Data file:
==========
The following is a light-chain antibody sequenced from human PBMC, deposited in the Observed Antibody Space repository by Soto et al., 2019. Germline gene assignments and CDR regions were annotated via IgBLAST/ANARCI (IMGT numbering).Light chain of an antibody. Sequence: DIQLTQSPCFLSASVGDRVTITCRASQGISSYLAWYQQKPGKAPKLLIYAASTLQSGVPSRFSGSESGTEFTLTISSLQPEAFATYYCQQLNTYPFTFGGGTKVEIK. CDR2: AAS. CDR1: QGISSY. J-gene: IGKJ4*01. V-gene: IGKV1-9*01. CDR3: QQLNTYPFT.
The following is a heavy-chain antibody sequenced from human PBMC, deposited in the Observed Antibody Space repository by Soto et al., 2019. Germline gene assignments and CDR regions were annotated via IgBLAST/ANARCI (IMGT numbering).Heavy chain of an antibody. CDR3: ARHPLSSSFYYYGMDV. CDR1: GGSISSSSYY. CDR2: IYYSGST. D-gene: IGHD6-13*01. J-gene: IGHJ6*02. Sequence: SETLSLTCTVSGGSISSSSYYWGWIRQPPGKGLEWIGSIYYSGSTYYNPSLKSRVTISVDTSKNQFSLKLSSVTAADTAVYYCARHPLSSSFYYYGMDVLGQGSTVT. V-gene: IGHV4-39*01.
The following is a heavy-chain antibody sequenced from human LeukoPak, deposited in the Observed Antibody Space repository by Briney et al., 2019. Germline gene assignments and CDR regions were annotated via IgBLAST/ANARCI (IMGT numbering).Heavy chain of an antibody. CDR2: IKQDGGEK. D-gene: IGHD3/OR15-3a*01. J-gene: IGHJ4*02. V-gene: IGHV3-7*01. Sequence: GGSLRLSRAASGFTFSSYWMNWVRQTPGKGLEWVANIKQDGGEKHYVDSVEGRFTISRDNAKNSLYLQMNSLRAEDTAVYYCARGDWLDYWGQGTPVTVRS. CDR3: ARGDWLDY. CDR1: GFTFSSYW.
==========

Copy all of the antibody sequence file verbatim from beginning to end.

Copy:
The following is a light-chain antibody sequenced from human PBMC, deposited in the Observed Antibody Space repository by Soto et al., 2019. Germline gene assignments and CDR regions were annotated via IgBLAST/ANARCI (IMGT numbering).Light chain of an antibody. Sequence: DIQLTQSPCFLSASVGDRVTITCRASQGISSYLAWYQQKPGKAPKLLIYAASTLQSGVPSRFSGSESGTEFTLTISSLQPEAFATYYCQQLNTYPFTFGGGTKVEIK. CDR2: AAS. CDR1: QGISSY. J-gene: IGKJ4*01. V-gene: IGKV1-9*01. CDR3: QQLNTYPFT.
The following is a heavy-chain antibody sequenced from human PBMC, deposited in the Observed Antibody Space repository by Soto et al., 2019. Germline gene assignments and CDR regions were annotated via IgBLAST/ANARCI (IMGT numbering).Heavy chain of an antibody. CDR3: ARHPLSSSFYYYGMDV. CDR1: GGSISSSSYY. CDR2: IYYSGST. D-gene: IGHD6-13*01. J-gene: IGHJ6*02. Sequence: SETLSLTCTVSGGSISSSSYYWGWIRQPPGKGLEWIGSIYYSGSTYYNPSLKSRVTISVDTSKNQFSLKLSSVTAADTAVYYCARHPLSSSFYYYGMDVLGQGSTVT. V-gene: IGHV4-39*01.
The following is a heavy-chain antibody sequenced from human LeukoPak, deposited in the Observed Antibody Space repository by Briney et al., 2019. Germline gene assignments and CDR regions were annotated via IgBLAST/ANARCI (IMGT numbering).Heavy chain of an antibody. CDR2: IKQDGGEK. D-gene: IGHD3/OR15-3a*01. J-gene: IGHJ4*02. V-gene: IGHV3-7*01. Sequence: GGSLRLSRAASGFTFSSYWMNWVRQTPGKGLEWVANIKQDGGEKHYVDSVEGRFTISRDNAKNSLYLQMNSLRAEDTAVYYCARGDWLDYWGQGTPVTVRS. CDR3: ARGDWLDY. CDR1: GFTFSSYW.